Recombinant DNA Research
In May 1984 Federal District Judge John Sirica delayed an outdoor
experiment that would have tested a genetically engineered organism developed to protect
crops against frost damage. This decision was the most visible expression to that date of
public concern about regulating environmental risks created by the biotechnology industry.
But the attention directed at biotechnological risks during the mid-1980s was mild
compared to the alarm these risks caused a decade earlier. At that time genetic
engineering seemed headed for the same regulatory fate as nuclear power.
In the mid-1970s the risks associated with splicing genes from one
organism into another through recombinant DNA (rDNA) techniques were causing widespread
concern in the scientific community. Public fears of rDNA research, fueled by the
possibility of a catastrophic release of dangerous organisms into the environment, were
remarkably similar to fears about nuclear power. Interest groups
led by dissident scientists gained widespread visibility, media coverage became
increasingly sensational, and local controversies raged in towns where universities
proposed conducting rDNA research. Congress was close to passing legislation that would
have created a new regulatory agency, patterned on the Nuclear Regulatory Commission, to
oversee rDNA research.
By the early 1980s, however, the furor surrounding rDNA
research had all but vanished. The regulations that seemed so imminent
in 1977 never materialized. Congress failed to pass a single regulatory measure, and most
local governments followed in the same path. The federal regulations imposed by the
National Institutes of Health (NIH) prior to 1977 were progressively relaxed, and the
complete abolition of these regulations was seriously considered (but rejected) in 1982.
Where media had initially emphasized risks of the research, now it focused on the future
benefits and the exciting prospects of the biotechnology industry. This unexpected course
of the recombinant DNA debate was at least in part the result of the strategies employed
in diagnosing and preventing anticipated rDNA research-related catastrophes. This chapter
examines those strategies.
Stages of the Controversy
In 1971 the Stanford biochemist Paul Berg proposed to insert DNA from
SV40, a virus that can cause tumors in lower animals, into a common type of bacterium that
inhabits the human intestine. Berg's proposal, which would have been the first recombinant
DNA experiment, triggered concern about the risks of such research. Suppose, some of
Berg's colleagues hypothesized, the recombined genes could initiate tumor growth in
humans, and suppose a lab worker were accidently infected with them? It was possible that
an epidemic of an unknown disease might thereby be created. These scientists believed that
a closer examination of risks should precede such an experiment.
In deference to his colleagues, Berg canceled the experiment, but the
doubts raised about it and similar experiments did not abate. Concern in the scientific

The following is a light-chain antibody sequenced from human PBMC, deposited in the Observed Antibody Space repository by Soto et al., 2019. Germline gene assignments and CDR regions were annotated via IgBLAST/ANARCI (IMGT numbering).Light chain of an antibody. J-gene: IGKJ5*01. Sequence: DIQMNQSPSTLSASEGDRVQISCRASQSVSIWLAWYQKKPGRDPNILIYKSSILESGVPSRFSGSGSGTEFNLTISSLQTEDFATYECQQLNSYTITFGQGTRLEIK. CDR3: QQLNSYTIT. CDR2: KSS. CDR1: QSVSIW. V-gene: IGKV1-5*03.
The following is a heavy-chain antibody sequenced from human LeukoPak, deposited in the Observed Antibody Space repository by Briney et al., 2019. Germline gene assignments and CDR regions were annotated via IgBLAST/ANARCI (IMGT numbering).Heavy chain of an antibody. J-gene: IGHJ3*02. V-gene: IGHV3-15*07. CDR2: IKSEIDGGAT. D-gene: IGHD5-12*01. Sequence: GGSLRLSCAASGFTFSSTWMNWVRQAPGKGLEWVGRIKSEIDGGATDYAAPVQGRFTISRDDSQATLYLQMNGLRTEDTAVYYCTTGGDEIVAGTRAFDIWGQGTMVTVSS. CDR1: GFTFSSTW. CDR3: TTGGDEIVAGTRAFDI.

community continued to increase until June 1973, when participants at the Gordon Research
Conference on Nucleic Acids formally requested that the National Academy of Sciences
appoint a committee to examine the risks of rDNA research. A committee was formed, and in
July 1974 it announced its recommendations in a letter published simultaneously in Science
and Nature, jour-
nals that are widely read in the scientific community. The committee
recommended that: (1) certain types of recombinant DNA experiments that seemed especially
hazardous should be deferred until the risks were better understood, (2) the National
Institutes of Health should appoint a committee to evaluate the possible risks and
establish research guidelines and procedures, and (3) an international conference on the
potential risks should be held. All three recommendations were carried out. Scientists
voluntarily observed a moratorium on the specified types of experiments, the NIH
established what became known as the Recombinant DNA Advisory Committee to assess risks
and establish research guidelines, and an international conference on rDNA research was
held at Asilomar, California, in February 1975.
The conference at Asilomar is considered a landmark in the history of
the rDNA controversy. After four days of meetings, the participants concluded that the
moratorium on especially risky experiments should continue and that all other experiments
should be performed according to safety guidelines that were set forth at the conference.
The guidelines were elaborated and refined by the Recombinant DNA Advisory Committee, and
in June 1976 they were formally promulgated by the NIH. The
guidelines prohibited six types of experiments, classified all other experiments according
to degree of possible hazard, and required varying degrees of containment for each of
these classes of experiments. The more potentially hazardous the experiment, the more
extensive the containment requirements.
Just as the scientific community was reaching agreement on how to handle
the risks of these experiments, public controversy erupted. It began at the local level in
university towns throughout the United States. The most notorious local dispute took place
in Cambridge, Massachusetts, in the summer of 1976. At issue was whether an old biology
building should be modified to meet the containment standards required by the NIH for
relatively risky rDNA experiments. Disagreement within the